King Bhatika Tissa (143-167) built the Palu-da-ge where the Kiripalu tree took its roots. King Aggabodhi II (571-604) constructed the Unnalomaghara for the Rajayatana Cetiya or Palu-da-ge cited in historical records.
Out of the three main places visited by the Buddha on his sojourns in Sri Lanka only two have been identified with certainty. They are Mahiyangana and Kelaniya. The very site patronised by the Buddha at Nagadipa has not been identified even tentatively. The small island called by the pilgrims as Nagadipa is ruled out since no tangible evidence there is forthcoming. Archaeological excavations conducted in the Jaffna peninsula have brought no clues towards any identification.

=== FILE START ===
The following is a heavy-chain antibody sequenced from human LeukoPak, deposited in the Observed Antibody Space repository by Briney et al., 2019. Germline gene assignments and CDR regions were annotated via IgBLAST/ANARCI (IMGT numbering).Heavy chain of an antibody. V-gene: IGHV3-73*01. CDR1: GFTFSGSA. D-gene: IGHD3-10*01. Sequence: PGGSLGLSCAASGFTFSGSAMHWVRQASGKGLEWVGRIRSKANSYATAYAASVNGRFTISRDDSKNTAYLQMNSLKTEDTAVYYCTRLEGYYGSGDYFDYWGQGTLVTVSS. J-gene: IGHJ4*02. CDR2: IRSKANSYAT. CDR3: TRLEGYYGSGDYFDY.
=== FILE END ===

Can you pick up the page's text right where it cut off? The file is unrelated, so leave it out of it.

The following notes are addressed to make an attempt in this respect.
It is noticeable that the Tamil pronunciation of some of the Pali and Sinhala words shows variations. The Pali term Unnaloma (Forehead hair of the Buddha) in the term Unnalomaghara built by Ahhabodhi II cannot be pronounced properly in the Tamil tongue. This particular term has been subjected to changes in Tamil. As a result this word would have been pronounced as Nallur through the process of word assimilation. Once the word Nallur was thus formed it assumed a new meaning, i.e. good village. These considerations would probably lead to identify the place now known as Nallur in Tamil.